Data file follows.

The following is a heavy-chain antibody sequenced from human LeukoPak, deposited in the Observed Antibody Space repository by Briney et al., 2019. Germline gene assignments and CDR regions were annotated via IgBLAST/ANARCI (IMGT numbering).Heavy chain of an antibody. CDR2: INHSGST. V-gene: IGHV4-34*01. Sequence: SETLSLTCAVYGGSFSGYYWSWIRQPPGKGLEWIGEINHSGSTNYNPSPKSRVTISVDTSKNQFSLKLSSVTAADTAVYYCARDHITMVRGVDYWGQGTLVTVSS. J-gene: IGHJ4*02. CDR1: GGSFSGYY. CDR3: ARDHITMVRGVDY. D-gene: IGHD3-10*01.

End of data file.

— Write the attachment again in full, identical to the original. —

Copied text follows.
The following is a heavy-chain antibody sequenced from human LeukoPak, deposited in the Observed Antibody Space repository by Briney et al., 2019. Germline gene assignments and CDR regions were annotated via IgBLAST/ANARCI (IMGT numbering).Heavy chain of an antibody. CDR2: INHSGST. V-gene: IGHV4-34*01. Sequence: SETLSLTCAVYGGSFSGYYWSWIRQPPGKGLEWIGEINHSGSTNYNPSPKSRVTISVDTSKNQFSLKLSSVTAADTAVYYCARDHITMVRGVDYWGQGTLVTVSS. J-gene: IGHJ4*02. CDR1: GGSFSGYY. CDR3: ARDHITMVRGVDY. D-gene: IGHD3-10*01.